Kerala Police Act Amendment & Free Speech – The Big Picture – RSTV IAS UPSC

  • IASbaba
  • December 30, 2020
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The Big Picture- RSTV, UPSC Articles
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Kerala Police Act Amendment & Free Speech


Topic: General Studies 2:

  • Government policies and interventions for development in various sectors and issues arising out of their design and implementation

In News: The government of Kerala has put on hold the implementation of the Kerala Police Act Amendment after facing massive backlash over the same. Chief Minister Pinarayi Vijayan on Monday said that due to concerns raised by the supporters of the Left Democratic Front, the law will not be amended. 

Why was an amendment brought in?

  • The Kerala Government had decided to amend the Kerala Police Act in an effort to check the widespread malicious campaigns through social media and otherwise, which pose a threat to individual freedom and dignity, which are constitutionally ensured to citizens. 
  • Criticisms and complaints against defamatory, untrue and obscene campaigns have come up from various quarters of the society. 
  • Strong protests have emerged from the society on account of the merciless attacks on various sections including women and transgenders. There have been instances in which even the integrity of families has been affected, resulting in suicides. 
  • The need for legally tackling this was raised even by the heads of media houses. It was in these circumstances that an amendment to the Kerala Police Act was envisaged. 
  • The amendment evoked varied responses from several corners.  

What did the ordinance do?

  • The ordinance amends the Kerala Police Act (a state-level criminal law), adding a new Section 118A. This provision punished any kind of “communication” – including statements, articles, social media posts, etc – which threatens, abuses, humiliates or defames a person or class of persons.
  • The person making this communication has to know that what they’re saying is false, and that it will cause “injury to the mind, reputation or property” of the targeted person or class of persons.
  • The punishment for this offence is up to three years’ imprisonment and/or a fine up to Rs 10,000. Even those who had just shared a post could be punished.

Why was it considered draconian?

When the proposal for this ordinance became known, digital rights activists at the time itself raised concerns about it. The Internet Freedom Foundation, for instance, made a representation to the Kerala government asking it to scrap the idea, pointing out that it could criminalise online speech because of its “vague expressions” and that it was “liable to subjective and arbitrary application.”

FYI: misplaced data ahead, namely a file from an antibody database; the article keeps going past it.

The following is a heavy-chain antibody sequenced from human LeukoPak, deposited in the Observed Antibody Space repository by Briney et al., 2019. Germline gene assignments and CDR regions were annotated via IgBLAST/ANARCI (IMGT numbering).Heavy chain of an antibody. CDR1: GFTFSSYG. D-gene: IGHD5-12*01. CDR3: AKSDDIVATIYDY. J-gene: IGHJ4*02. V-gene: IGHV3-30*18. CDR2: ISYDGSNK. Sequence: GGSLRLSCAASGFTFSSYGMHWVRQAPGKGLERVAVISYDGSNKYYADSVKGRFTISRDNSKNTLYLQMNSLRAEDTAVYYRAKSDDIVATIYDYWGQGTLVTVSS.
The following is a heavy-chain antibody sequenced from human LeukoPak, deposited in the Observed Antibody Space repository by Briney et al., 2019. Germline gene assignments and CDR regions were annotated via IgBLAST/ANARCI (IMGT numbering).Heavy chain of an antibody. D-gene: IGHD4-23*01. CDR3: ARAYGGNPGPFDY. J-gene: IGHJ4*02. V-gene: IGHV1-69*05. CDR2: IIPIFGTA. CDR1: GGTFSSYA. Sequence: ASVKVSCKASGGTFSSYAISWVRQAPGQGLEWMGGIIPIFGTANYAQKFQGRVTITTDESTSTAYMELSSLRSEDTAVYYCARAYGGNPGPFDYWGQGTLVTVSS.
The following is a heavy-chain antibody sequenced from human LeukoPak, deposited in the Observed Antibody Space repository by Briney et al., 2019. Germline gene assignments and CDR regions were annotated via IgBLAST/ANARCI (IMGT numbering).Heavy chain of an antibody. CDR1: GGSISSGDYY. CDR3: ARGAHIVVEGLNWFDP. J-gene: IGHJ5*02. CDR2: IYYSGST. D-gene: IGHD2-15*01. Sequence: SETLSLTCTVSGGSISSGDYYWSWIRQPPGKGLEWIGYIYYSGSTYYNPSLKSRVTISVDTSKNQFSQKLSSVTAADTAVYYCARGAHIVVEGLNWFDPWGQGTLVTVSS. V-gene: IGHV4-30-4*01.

However, the ordinance that was approved by the Kerala government over the weekend was actually more vague than the original proposal,

  • Expanding who could complain (persons rather than individuals, meaning companies and even deities),
  • Added vague terms like abusing and humiliating (instead of restricting to those harming the reputation of an individual, which at least was connected to defamation) and
  • Making Section 118A a cognisable offence, ie, one that the police could investigate without a magistrate getting to scrutinise the complaint and then directing a probe (which is the case with criminal defamation, for instance).

These problematic aspects of the ordinance meant that it was actually extremely similar to the old Section 66A of the Information Technology Act, that was struck down by the Supreme Court in the Shreya Singhal case in 2015 as overbroad and unconstitutional.

Notes from the Shreya Singhal Case

In the Shreya Singhal case, the apex court had noted the provision is not aimed at defamatory statements at all as for something to be defamatory, injury to reputation is a basic ingredient; which Section 66A does not concern itself with, it added. However, Section 118A in particular encompasses both defamation and injury to reputation and mentions them explicitly.

It had been argued before the court in Shreya Singhal case that Section 66A suffers from the vice of procedural unreasonableness and that safeguards like no court shall take cognizance of such an offence except on complaint made by the aggrieved person within six months from the date of the alleged offence, would not be available. However, the court had said it has not decided the procedural aspects of the section since it has struck it down “on substantive grounds”.

Section 118A of the Kerala Police Act makes the defamatory content and the other acts defined under it a cognizable and bailable offence; a police officer has the power to arrest a person only if his arrest is necessary to prevent or not to continue the offence, when it is manifestly evident that locating such person subsequently is not possible, such person is likely to hurt himself or any other person or there is “special and emergent circumstances” warranting the arrest”.


Any law or amendment that criminalises the online speech by users under vague expressions is liable to subjective and arbitrary application. This poses a real threat to freedom of speech and expression.

Connecting the Dots:

  1. With social media becoming more and more socially and politically relevant, should there be a strong regulatory mechanism for it? Discuss

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